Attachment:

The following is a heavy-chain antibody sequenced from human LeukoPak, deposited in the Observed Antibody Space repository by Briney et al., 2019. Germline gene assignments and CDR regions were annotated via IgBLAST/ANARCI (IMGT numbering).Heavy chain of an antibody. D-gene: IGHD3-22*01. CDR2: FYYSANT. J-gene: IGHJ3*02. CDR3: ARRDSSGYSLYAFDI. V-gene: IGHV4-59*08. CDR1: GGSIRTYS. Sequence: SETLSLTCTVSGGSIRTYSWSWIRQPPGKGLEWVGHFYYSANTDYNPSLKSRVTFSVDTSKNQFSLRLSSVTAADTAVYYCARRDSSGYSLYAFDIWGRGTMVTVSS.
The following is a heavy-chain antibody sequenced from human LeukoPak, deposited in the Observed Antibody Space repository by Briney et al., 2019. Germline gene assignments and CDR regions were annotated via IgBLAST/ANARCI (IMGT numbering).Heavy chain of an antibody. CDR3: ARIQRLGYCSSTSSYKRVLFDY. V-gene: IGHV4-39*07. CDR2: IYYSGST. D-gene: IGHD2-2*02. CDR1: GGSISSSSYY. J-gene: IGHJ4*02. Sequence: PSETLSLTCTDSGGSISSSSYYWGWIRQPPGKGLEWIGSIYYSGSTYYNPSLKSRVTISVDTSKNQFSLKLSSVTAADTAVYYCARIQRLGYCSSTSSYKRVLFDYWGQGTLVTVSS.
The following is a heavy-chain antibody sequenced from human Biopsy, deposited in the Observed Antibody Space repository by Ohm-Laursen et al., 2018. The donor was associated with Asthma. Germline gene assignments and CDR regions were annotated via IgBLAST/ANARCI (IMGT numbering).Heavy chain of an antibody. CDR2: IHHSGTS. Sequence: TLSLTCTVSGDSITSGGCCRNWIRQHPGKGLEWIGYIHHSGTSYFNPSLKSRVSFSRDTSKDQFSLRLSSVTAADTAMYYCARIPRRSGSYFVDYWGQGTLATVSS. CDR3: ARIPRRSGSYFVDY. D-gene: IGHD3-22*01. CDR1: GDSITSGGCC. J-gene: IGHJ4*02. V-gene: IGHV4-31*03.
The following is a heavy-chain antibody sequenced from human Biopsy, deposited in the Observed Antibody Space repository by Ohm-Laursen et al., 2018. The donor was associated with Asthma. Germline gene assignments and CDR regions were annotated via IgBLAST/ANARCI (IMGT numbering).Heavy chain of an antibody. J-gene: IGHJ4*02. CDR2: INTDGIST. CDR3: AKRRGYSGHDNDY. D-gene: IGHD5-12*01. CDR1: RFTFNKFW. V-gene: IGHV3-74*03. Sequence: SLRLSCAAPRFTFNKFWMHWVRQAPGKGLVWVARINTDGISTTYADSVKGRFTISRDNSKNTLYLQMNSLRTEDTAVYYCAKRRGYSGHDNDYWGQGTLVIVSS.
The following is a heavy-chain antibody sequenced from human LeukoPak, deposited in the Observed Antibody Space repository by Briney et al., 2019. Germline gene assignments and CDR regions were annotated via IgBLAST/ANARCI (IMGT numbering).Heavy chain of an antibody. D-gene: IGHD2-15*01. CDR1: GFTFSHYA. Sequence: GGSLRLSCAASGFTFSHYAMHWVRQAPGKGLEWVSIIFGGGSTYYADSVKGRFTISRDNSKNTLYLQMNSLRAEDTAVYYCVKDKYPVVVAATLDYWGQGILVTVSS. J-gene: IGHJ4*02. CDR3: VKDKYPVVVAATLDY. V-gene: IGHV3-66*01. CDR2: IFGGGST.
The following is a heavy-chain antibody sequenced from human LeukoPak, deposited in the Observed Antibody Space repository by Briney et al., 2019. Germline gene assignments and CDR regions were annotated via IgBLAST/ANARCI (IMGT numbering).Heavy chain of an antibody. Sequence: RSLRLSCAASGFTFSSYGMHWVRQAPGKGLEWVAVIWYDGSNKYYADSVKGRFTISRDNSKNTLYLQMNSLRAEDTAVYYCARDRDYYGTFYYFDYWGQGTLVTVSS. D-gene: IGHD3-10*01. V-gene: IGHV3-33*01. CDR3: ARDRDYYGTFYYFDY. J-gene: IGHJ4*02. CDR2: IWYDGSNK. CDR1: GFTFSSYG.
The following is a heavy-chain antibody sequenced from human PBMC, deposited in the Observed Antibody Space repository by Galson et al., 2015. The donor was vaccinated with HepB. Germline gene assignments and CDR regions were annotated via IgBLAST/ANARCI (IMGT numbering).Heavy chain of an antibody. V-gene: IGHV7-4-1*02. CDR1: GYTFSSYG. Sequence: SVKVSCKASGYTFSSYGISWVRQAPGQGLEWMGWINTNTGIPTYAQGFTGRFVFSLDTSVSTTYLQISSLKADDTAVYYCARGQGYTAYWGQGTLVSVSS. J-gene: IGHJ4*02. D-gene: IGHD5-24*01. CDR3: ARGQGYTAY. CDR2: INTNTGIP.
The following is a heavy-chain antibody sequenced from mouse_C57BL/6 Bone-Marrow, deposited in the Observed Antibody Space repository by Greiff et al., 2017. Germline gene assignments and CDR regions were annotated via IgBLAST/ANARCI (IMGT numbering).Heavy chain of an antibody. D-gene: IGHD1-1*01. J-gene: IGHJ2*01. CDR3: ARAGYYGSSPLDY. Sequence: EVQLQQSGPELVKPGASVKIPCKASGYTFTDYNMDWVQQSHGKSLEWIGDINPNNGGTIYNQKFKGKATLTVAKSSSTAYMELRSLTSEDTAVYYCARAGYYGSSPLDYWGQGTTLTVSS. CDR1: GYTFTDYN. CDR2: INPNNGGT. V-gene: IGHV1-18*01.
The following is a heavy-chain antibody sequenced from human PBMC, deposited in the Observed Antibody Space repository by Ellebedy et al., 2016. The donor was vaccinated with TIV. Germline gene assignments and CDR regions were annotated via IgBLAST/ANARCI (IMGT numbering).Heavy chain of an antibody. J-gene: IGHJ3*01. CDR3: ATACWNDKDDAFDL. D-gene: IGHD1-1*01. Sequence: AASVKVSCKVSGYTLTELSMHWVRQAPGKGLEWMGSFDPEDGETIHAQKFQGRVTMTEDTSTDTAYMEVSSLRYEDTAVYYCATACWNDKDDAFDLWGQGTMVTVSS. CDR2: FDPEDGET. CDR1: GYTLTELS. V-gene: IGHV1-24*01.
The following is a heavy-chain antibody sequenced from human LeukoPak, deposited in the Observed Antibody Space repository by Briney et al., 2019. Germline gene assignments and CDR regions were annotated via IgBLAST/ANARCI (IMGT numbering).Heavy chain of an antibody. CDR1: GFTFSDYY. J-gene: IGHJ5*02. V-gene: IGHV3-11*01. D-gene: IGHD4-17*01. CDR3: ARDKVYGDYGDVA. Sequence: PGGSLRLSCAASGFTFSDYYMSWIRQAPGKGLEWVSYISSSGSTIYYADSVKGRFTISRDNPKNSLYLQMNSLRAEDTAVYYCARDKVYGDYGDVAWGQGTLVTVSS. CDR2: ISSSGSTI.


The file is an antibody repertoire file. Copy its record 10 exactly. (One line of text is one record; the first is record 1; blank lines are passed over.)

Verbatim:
The following is a heavy-chain antibody sequenced from human LeukoPak, deposited in the Observed Antibody Space repository by Briney et al., 2019. Germline gene assignments and CDR regions were annotated via IgBLAST/ANARCI (IMGT numbering).Heavy chain of an antibody. CDR1: GFTFSDYY. J-gene: IGHJ5*02. V-gene: IGHV3-11*01. D-gene: IGHD4-17*01. CDR3: ARDKVYGDYGDVA. Sequence: PGGSLRLSCAASGFTFSDYYMSWIRQAPGKGLEWVSYISSSGSTIYYADSVKGRFTISRDNPKNSLYLQMNSLRAEDTAVYYCARDKVYGDYGDVAWGQGTLVTVSS. CDR2: ISSSGSTI.